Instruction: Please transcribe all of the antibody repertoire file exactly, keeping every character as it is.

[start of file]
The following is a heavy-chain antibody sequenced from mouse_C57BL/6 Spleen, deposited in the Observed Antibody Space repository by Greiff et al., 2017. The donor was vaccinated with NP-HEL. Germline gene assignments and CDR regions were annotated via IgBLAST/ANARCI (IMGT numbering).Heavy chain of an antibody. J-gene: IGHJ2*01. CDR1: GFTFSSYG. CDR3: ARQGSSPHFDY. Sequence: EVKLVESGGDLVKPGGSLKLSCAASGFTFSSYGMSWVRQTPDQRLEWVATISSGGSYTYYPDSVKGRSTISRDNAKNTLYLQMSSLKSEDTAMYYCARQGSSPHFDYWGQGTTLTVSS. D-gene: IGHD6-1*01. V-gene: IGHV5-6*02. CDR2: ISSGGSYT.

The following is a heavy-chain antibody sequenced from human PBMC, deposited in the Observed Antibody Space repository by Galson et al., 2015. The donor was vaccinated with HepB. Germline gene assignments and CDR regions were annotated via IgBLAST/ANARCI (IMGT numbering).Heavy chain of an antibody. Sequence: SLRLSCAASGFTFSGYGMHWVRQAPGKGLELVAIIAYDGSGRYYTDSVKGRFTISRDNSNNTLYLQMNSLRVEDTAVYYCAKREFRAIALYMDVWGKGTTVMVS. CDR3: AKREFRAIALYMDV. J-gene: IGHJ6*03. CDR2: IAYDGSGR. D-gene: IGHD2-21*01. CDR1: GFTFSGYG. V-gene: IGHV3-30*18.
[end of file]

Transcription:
The following is a heavy-chain antibody sequenced from mouse_C57BL/6 Spleen, deposited in the Observed Antibody Space repository by Greiff et al., 2017. The donor was vaccinated with NP-HEL. Germline gene assignments and CDR regions were annotated via IgBLAST/ANARCI (IMGT numbering).Heavy chain of an antibody. J-gene: IGHJ2*01. CDR1: GFTFSSYG. CDR3: ARQGSSPHFDY. Sequence: EVKLVESGGDLVKPGGSLKLSCAASGFTFSSYGMSWVRQTPDQRLEWVATISSGGSYTYYPDSVKGRSTISRDNAKNTLYLQMSSLKSEDTAMYYCARQGSSPHFDYWGQGTTLTVSS. D-gene: IGHD6-1*01. V-gene: IGHV5-6*02. CDR2: ISSGGSYT.

The following is a heavy-chain antibody sequenced from human PBMC, deposited in the Observed Antibody Space repository by Galson et al., 2015. The donor was vaccinated with HepB. Germline gene assignments and CDR regions were annotated via IgBLAST/ANARCI (IMGT numbering).Heavy chain of an antibody. Sequence: SLRLSCAASGFTFSGYGMHWVRQAPGKGLELVAIIAYDGSGRYYTDSVKGRFTISRDNSNNTLYLQMNSLRVEDTAVYYCAKREFRAIALYMDVWGKGTTVMVS. CDR3: AKREFRAIALYMDV. J-gene: IGHJ6*03. CDR2: IAYDGSGR. D-gene: IGHD2-21*01. CDR1: GFTFSGYG. V-gene: IGHV3-30*18.